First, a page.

Rural Walks, in Spring: by [RURAL.]


Rural Walks, in Spring: Containing a Display of the Various Productions of the Season. Interspersed with Moral Reflections. Birmingham: Biddle and Hudson, circa 1815.

First Edition? 12mo (136 x 86 mm), woodcut frontispiece used as pastedown and pp. [3]-47, final leaf also used as pastedown, woodcut vignette on title-page and 8 part page woodcut illustrations accompanying the text, 1 woodcut tail-piece, some slight browning, in the original brown stiff printed wrappers, woodcut illustration on the front cover, title printed within typographical border, the border repeated on the lower cover along with bookseller’s advertisements for ‘Juvenile Books, embellished with Beautiful Wood Cuts’, sewing visible but slightly loosening, with the ownership inscription ‘L. Burgess’ and a small stain on the title-page.

One of two known editions of this charming little book of ‘Walks’, or conversations, both editions undated, both provincial (the other is printed in Coventry, ‘by and for Pratt, Smith & Lesson) and both held at the British Library only.
Made up of 8 Walks and a Conclusion, the work recounts the nature rambles and conversations of the Smith family: the respectable Mr and Mrs Smith their two children, William, aged 10 and Mary, aged 8, together with a visiting nephew, Thomas, a boy of a weak constitution sent to the country for his health. Mr and Mrs Smith had retired ‘from the bustle of a very lucrative business’, to live in the West of England, where they dedicate themselves to leisure and the education of their children.
The curiosity and antics of the children in the course of the walks prompt adult explanations on subjects ranging from the cruelty of stealing birds’ nests, to astronomy, the propagation of flowers, ploughing and sewing wheat, and details on the life cycles and habits of butterflies, swallows, rooks and many other creatures. Country pastimes such as maypole dancing are described and some commentary given on social hierarchies of the past: ‘That is, my dear child, a Castle, where formerly some great Lord resided, who then had a sovereign power over his tenants, whom he used to force to fight for him in his quarrels, but happily for us, those days of ignorance and slavery are gone, and the poor enjoy the same common privileges with the rich’ (Walk V, pp. 28-29). The final walk has the children returning home to admire his uncles ‘feathered tribes’, which include hens, swans and a peacock, and to wander around his hot house where he grows grapes, melons and pineapples.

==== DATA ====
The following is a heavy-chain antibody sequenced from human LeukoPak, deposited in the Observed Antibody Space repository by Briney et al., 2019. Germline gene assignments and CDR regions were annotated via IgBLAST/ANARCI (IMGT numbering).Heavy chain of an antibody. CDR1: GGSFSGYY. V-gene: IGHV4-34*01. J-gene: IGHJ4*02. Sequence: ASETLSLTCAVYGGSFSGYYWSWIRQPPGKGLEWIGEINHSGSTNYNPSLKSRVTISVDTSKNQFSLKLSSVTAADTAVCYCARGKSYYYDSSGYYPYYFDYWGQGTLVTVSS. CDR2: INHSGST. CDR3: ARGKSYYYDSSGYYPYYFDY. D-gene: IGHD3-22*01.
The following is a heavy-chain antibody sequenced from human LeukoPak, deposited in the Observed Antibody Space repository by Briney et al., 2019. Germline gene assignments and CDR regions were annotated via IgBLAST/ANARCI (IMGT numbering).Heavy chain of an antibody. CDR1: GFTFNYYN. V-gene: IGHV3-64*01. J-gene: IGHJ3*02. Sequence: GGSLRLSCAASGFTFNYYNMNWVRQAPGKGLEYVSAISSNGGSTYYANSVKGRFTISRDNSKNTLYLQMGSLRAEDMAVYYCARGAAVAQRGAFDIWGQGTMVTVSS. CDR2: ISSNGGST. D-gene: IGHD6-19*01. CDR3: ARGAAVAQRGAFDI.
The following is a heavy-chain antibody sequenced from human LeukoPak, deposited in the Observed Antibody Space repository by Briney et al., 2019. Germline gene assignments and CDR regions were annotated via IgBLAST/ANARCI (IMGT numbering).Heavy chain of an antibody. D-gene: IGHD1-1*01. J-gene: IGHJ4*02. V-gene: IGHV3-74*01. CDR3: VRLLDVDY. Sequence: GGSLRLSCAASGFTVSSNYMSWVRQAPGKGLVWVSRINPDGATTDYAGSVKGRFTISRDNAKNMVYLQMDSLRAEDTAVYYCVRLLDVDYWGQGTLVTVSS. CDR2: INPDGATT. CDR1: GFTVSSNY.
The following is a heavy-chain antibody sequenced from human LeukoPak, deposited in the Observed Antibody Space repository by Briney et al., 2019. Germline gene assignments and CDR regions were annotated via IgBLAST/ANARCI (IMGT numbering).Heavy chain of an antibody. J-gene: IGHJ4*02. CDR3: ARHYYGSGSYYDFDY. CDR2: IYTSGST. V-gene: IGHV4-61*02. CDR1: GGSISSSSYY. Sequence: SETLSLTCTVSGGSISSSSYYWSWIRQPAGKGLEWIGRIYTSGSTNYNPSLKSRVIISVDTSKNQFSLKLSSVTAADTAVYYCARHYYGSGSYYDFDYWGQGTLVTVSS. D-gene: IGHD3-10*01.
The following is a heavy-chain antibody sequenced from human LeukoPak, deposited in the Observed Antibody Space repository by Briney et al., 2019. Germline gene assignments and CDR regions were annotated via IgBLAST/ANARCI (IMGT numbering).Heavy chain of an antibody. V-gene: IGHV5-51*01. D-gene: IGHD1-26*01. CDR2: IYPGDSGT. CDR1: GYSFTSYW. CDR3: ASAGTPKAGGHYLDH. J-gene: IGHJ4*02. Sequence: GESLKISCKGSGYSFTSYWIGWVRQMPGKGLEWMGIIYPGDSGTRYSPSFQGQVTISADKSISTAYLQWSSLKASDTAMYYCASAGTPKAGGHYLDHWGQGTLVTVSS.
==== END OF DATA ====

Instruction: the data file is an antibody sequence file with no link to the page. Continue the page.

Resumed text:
The woodcut frontispiece depicts a may day scene with children skipping around the maypole and creating an unlikely configuration of ribbons. The text includes delightful woodcut illustrations depicting scenes such as sheep shearing, the milkmaid milking a cow, the ploughman at work, a carriage with a gloomy castle and the father showing the children his greenhouse.

OCLC and JISC/Copac record only the British Library copy, which has an inscription dated 1820.

Not in the Osborne Collection catalogue; not in Cotsen, The Nineteenth Century.

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